LaRoche's first year in Washington didn't go as planned, of course, a small tear of the labrum ended up being a large tear after the first baseman tried to play through the problem that cropped up in Spring Training, sapped his power and resulted in his producing a .172/.288/.258 line over 43 games and 177 plate appearances before he called it quits and underwent an operation to repair the damage that ended his 2011 season on May 21st.
Though the Nationals at least expressed interest in free agent first baseman Prince Fielder this winter while maintaining they were perfectly happy to stick with what they had and though he wasn't 100% at the start of Spring Training as expected, and worked his way back fairly slowly from the shoulder injury and a foot injury that arose, the .271/.343/.510 line LaRoche put up in 2012 rewarded Washington's patience and the 32-year-old first baseman hit a career-high 33 HRs and matched his previous best with 100 RBIs in 154 games and 647 plate appearances over which he was worth another career-high +3.8 fWAR.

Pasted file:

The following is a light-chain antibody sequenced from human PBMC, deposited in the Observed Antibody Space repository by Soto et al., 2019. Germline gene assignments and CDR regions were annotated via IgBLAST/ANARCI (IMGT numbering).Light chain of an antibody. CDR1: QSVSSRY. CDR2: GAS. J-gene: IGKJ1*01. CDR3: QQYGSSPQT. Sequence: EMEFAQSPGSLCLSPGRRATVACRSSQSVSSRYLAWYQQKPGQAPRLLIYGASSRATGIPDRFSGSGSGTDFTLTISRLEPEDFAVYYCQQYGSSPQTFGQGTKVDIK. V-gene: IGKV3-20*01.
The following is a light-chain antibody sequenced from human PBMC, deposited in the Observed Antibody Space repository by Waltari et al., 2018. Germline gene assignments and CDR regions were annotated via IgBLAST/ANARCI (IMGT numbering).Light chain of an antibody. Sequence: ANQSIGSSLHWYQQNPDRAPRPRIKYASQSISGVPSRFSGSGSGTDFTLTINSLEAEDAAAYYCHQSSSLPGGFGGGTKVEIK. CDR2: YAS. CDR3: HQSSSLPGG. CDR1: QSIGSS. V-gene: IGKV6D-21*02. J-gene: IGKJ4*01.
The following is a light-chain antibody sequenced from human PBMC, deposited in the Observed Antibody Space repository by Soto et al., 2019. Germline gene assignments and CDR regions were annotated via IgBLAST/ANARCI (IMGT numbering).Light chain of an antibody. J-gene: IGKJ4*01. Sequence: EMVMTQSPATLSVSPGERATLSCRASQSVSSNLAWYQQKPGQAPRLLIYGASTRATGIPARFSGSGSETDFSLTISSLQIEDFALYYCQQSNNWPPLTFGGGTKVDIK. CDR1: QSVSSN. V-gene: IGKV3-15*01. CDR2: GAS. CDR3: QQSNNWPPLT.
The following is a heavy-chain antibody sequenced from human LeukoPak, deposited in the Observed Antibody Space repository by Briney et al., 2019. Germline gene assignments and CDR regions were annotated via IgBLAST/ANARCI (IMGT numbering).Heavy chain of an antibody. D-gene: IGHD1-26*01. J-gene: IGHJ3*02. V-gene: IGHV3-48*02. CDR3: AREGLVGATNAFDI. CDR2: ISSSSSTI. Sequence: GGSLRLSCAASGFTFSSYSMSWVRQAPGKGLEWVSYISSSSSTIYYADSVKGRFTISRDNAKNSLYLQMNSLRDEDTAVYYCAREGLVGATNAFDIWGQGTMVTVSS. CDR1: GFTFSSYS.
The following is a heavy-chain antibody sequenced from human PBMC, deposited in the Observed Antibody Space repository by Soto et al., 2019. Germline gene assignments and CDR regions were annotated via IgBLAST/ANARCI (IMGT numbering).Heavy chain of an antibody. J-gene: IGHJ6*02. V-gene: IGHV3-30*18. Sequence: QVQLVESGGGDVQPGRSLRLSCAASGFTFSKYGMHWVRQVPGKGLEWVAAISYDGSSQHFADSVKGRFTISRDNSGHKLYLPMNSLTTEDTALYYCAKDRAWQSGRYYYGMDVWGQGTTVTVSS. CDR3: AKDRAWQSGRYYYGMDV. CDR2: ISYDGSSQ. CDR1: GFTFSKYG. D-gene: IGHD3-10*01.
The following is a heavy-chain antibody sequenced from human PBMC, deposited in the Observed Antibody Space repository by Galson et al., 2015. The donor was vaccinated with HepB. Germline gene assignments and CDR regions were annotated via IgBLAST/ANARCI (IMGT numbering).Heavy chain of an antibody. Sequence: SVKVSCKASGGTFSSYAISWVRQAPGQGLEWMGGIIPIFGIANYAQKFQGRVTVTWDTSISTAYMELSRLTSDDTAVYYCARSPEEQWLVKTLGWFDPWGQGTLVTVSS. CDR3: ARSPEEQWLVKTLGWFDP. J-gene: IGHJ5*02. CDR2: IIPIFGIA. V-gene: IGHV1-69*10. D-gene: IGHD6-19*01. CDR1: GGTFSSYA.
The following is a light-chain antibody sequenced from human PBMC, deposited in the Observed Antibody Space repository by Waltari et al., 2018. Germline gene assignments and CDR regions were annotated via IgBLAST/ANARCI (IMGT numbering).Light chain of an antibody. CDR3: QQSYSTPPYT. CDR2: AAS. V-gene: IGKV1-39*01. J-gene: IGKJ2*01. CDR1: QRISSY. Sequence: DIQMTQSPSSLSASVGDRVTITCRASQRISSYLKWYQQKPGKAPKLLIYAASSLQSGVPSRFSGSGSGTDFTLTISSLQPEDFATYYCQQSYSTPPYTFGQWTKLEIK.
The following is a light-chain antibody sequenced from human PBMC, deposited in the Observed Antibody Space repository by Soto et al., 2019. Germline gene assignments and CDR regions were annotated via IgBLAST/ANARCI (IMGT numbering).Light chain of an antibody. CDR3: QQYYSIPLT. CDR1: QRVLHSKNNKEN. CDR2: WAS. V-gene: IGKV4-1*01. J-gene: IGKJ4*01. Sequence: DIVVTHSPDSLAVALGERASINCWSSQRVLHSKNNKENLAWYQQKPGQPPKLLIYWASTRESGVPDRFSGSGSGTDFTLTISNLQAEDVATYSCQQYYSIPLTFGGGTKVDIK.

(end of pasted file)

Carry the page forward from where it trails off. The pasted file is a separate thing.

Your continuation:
The deal LaRoche signed with the Nationals in January of 2011 had a mutual option included that would pay the first baseman $10M dollars in 2013 or require a $1M dollar buyout.
Toward the end of the year, both LaRoche and the Nationals' GM told MLB.com's Bill Ladson that there was mutual interest in having the left-handed hitting and throwing first baseman return to the nation's capital next season with LaRoche explaining that he wanted, "'... to be a part of this, not just this year, but in the future, too,'" while the general manager said, "'We would love to have him back. We are certainly going to talk about that at the prudent time,'" with the prudent time, as Rizzo explained it, being, "'.... directly after the season.'"